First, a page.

Fifteen days after being struck by a bus, a 76 year old woman was referred to our department for CT (Figure 1) due to persisting, exquisite pain along the medial compartment of her right knee.
Based on her imaging findings, she then underwent a knee MRI (Figure 2).
CT showed an avulsion fracture ("reverse Segond fracture") at the superomedial angle of the medial tibial plateau, a large joint effusion, and soft tissue swelling along the course of the posterior cruciate ligament (PCL). Fracture margins along the medial tibial plateau and avulsed fragment appeared non-corticalized.
MRI confirmed the large suprapatellar effusion and avulsion fracture, and showed the associated partial rupture of the medial collateral ligament (deep layer) at its tibial insertion site (best seen on the coronal view). Bone marrow oedema is seen in the medial tibial plateau near the small avulsed bone fragment. The PCL appeared swollen, heterogeneous, and diffusely hyperintense, consistent with partial, incomplete rupture (sagittal view). The anterior cruciate ligament (ACL) and medial meniscus were intact. There was a longitudinal fissure of the medial meniscus (not shown).
A reverse (or 'medial') Segond fracture designates an avulsion fracture at the superomedial angle of the medial tibial plateau associated with disruption of the corresponding insertion of the deep layer of the medial collateral ligament of the knee .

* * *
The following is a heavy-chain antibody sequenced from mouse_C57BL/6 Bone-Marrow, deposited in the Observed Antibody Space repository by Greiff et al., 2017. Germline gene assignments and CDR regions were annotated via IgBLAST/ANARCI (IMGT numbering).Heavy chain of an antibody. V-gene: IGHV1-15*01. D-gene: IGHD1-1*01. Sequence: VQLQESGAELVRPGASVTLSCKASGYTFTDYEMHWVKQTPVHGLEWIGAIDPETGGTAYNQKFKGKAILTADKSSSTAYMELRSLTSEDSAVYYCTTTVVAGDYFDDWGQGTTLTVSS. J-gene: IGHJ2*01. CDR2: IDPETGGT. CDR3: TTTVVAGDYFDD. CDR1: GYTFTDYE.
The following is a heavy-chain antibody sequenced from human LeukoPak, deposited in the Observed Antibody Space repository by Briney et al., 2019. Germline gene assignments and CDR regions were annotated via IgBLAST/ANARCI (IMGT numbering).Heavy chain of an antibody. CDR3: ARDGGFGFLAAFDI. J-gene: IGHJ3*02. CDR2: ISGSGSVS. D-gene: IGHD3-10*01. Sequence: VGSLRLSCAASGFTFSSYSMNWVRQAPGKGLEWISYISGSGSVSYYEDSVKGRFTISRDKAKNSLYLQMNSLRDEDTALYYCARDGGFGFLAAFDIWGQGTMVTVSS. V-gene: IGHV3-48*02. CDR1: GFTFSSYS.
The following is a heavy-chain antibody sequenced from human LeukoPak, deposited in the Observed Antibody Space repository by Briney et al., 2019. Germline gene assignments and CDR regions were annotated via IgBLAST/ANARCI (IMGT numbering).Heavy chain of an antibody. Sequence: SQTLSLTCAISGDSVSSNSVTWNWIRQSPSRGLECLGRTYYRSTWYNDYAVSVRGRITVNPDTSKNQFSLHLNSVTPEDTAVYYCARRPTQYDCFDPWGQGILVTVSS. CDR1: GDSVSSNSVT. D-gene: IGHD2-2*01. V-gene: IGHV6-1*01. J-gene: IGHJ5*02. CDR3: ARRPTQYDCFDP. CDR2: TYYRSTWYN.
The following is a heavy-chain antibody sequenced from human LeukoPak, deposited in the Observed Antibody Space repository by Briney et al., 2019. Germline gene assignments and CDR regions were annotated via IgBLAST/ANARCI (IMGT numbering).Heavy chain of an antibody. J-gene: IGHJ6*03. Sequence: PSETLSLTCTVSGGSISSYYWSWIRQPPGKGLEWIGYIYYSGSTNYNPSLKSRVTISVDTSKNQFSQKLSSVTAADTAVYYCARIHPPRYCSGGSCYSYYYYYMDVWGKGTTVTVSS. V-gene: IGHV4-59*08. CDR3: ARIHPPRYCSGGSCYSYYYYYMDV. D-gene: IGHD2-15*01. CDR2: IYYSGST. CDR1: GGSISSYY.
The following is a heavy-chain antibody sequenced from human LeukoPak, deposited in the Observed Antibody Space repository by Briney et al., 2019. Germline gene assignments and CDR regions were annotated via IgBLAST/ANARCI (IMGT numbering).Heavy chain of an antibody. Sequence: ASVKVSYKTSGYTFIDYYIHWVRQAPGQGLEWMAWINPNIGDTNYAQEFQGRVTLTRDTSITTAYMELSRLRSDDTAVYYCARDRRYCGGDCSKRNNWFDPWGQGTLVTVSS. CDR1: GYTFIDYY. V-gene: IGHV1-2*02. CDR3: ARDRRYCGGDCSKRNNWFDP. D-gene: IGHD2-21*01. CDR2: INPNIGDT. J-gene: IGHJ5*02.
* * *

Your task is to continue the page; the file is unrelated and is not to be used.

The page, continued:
Reverse Segond fractures are rare, having been reported in a few cases only [1-4], and, in a large Finnish retrospective study at a large trauma centre, represented less than 1% (10 cases) of "emergency room acute knee trauma MDCT examinations" .
The affected knee may demonstrate a variety of associated injuries, which makes the radiologist's role important to guide further therapy. These injuries may include lesions of the posterior cruciate ligament and medial meniscus [2, 3, 5]. Anterior cruciate ligament (ACL) tears, depression fracture of the medial tibial plateau , and lateral meniscal tears  have also been described.
Despite the potential for neuromuscular complications in associated knee dislocation , such complications have not been described yet in the context of reverse Segond fractures.
The mechanism of injury is, unsurprisingly, opposite to that seen in original Segond fractures . In the latter, the avulsion fracture at the lateral (fibular) collateral ligament insertion site and the associated ACL injury typically result from an injury sustained during combined varus and internal rotation. In reverse Segond fractures, the lesions stem from a valgus and external rotation mechanism [1, 2, 5].
These lesions typically result from high speed trauma such as being struck in a motor vehicle accident (instead of sport activities, as in true Segond fractures).
Prognosis depends on associated ligamental and/or meniscal injuries. Imaging is important to guide subsequent management, by determining what structure(s) may require surgical repair, and for pre-operative planning, by warning in advance the surgeon of co-existing lesions that may be difficult to see during arthroscopy.
Take home messages:
The discovery of a reverse Segond fracture should alert physicians to the possibility of associated knee injuries.
Pellegrini-Stieda post-traumatic lesions also affect the medial side of the knee, but the avulsion fracture involves the medial collateral ligament at its femoral condyle attachment site.
A true Segond fracture is the mirror image of this case but on the lateral side of the knee: it consists of an avulsion fracture from the lateral tibial plateau. It is 4 times more common than reverse Segond fractures , results from internal rotation and varus stress, and is often (75% of cases) associated with an ACL tear.
Differential Diagnosis List
Reverse Segond fracture.
Medial collateral ligament injury
Pellegrini-Stieda post-traumatic lesion